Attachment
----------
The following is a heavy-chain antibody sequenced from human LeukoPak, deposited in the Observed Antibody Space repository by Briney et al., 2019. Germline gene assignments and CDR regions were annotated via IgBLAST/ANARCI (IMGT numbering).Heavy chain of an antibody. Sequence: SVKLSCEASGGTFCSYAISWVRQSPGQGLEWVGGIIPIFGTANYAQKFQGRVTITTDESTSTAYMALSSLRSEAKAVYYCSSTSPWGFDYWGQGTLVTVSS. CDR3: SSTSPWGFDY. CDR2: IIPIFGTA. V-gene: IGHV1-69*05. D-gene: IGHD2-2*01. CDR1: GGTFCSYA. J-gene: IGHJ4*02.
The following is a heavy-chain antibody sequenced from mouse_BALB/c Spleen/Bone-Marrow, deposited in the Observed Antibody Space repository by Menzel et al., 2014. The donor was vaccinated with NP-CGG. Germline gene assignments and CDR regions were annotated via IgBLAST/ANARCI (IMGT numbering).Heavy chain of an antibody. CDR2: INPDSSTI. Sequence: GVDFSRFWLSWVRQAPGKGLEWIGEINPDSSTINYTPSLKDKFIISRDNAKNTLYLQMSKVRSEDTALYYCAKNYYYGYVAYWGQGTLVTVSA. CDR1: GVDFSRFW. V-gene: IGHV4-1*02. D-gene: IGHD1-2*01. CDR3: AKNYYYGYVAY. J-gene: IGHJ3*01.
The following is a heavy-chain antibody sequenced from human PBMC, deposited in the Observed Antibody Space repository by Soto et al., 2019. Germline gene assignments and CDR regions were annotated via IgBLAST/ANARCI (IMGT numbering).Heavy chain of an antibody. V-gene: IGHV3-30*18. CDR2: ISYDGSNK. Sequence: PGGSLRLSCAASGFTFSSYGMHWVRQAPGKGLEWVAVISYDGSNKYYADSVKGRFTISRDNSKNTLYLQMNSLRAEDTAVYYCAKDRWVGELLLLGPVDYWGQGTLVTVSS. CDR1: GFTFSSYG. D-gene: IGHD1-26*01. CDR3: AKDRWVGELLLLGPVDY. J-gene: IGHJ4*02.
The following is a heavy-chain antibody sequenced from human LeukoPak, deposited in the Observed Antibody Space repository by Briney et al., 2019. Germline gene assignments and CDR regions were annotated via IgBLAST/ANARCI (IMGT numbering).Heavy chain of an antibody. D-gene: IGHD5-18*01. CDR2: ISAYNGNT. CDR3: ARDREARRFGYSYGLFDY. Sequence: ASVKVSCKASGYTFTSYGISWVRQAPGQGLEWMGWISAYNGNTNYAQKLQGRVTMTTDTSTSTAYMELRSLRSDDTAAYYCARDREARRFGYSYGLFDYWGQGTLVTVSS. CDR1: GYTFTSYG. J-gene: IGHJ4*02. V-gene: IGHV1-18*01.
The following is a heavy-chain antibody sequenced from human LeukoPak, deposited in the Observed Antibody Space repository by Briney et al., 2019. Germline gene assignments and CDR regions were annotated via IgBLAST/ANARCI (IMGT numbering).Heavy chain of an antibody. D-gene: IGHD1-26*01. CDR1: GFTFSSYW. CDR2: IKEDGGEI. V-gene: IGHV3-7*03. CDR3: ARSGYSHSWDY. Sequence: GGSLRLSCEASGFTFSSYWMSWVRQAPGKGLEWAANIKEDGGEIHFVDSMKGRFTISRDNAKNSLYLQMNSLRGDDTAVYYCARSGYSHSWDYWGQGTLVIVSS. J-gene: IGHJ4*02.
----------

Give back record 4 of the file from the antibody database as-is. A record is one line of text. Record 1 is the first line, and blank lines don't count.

The following is a heavy-chain antibody sequenced from human LeukoPak, deposited in the Observed Antibody Space repository by Briney et al., 2019. Germline gene assignments and CDR regions were annotated via IgBLAST/ANARCI (IMGT numbering).Heavy chain of an antibody. D-gene: IGHD5-18*01. CDR2: ISAYNGNT. CDR3: ARDREARRFGYSYGLFDY. Sequence: ASVKVSCKASGYTFTSYGISWVRQAPGQGLEWMGWISAYNGNTNYAQKLQGRVTMTTDTSTSTAYMELRSLRSDDTAAYYCARDREARRFGYSYGLFDYWGQGTLVTVSS. CDR1: GYTFTSYG. J-gene: IGHJ4*02. V-gene: IGHV1-18*01.